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style="background: #F8EABA; text-align: center;" colspan="2" Chemistry
CAS number 10102-43-9
Molecular formula NO
Molar mass 30.0061
Melting point

−163.6°C (109.6 K)

NFPA 704

NFPA 704.svg

style="background: #F8EABA; text-align: center;" colspan="2" Except where noted otherwise, data are given for
materials in their standard state
(at 25 °C, 100 kPa)

Infobox disclaimer and references

Nitric oxide or Nitrogen monoxide is a chemical compound with chemical formula NO. This gas is an important signaling molecule in the body of mammals including humans.

Nitric oxide (NO) should not be confused with nitrous oxide (N2O), a general anaesthetic, and with nitrogen dioxide (NO2) which is another poisonous air pollutant. The nitric oxide molecule is a free radical, which is relevant to understanding its high reactivity. It reacts with the ozone in air to form nitrogen dioxide, signalled by the appearance of the reddish-brown color.

Despite being a startingly simple molecule, NO is a fundamental player in the fields of neuroscience, physiology, and immunology, and was proclaimed “Molecule of the Year” in 1992[1]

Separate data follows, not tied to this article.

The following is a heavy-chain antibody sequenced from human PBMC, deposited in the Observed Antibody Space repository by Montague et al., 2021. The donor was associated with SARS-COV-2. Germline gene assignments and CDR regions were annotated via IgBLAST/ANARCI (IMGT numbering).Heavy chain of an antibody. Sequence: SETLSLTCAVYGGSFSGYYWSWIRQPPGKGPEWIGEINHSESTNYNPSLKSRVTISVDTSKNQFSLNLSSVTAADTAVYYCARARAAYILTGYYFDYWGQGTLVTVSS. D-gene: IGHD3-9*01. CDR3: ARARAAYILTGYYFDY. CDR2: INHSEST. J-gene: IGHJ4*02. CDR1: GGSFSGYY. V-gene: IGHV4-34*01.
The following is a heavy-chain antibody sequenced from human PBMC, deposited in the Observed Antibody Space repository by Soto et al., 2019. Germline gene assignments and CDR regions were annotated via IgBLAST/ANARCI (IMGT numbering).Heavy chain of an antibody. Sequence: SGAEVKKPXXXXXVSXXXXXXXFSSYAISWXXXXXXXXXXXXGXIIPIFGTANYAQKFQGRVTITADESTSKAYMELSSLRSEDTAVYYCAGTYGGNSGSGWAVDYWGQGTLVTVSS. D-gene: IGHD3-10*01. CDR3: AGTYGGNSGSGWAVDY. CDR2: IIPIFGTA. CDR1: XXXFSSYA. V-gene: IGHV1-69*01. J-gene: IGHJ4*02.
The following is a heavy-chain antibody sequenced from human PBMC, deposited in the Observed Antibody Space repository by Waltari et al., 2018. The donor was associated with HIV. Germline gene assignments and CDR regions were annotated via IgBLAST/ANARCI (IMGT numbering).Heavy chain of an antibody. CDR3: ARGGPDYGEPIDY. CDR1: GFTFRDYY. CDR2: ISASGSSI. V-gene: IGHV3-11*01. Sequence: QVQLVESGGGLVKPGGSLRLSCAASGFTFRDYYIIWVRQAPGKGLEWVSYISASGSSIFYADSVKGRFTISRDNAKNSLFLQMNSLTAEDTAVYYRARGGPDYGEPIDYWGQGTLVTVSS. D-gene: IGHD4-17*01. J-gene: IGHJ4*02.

Biological functions

Main article: Endothelium-derived relaxing factor

NO is one of the few gaseous signaling molecules known. It is a key vertebrate biological messenger, playing a role in a variety of biological processes. Nitric oxide, known as the 'endothelium-derived relaxing factor', or 'EDRF', is biosynthesised endogenously from arginine and oxygen by various nitric oxide synthase (NOS) enzymes and by reduction of inorganic nitrate. The endothelium (inner lining) of blood vessels use nitric oxide to signal the surrounding smooth muscle to relax, thus resulting in vasodilation and increasing blood flow. Nitric oxide is highly reactive (having a lifetime of a few seconds), yet diffuses freely across membranes. These attributes make nitric oxide ideal for a transient signal molecule between adjacent cells and within cells.[2] The production of nitric oxide is elevated in populations living at high-altitudes, which helps these people avoid hypoxia. Effects include blood vessel dilatation, neurotransmission (see Gasotransmitters), modulation of the hair cycle, and penile erections. Nitroglycerin and amyl nitrite serve as vasodilators because they are converted to nitric oxide in the body. Sildenafil, popularly known by the trade name Viagra, stimulates erections primarily by enhancing signaling through the nitric oxide pathway in the penis.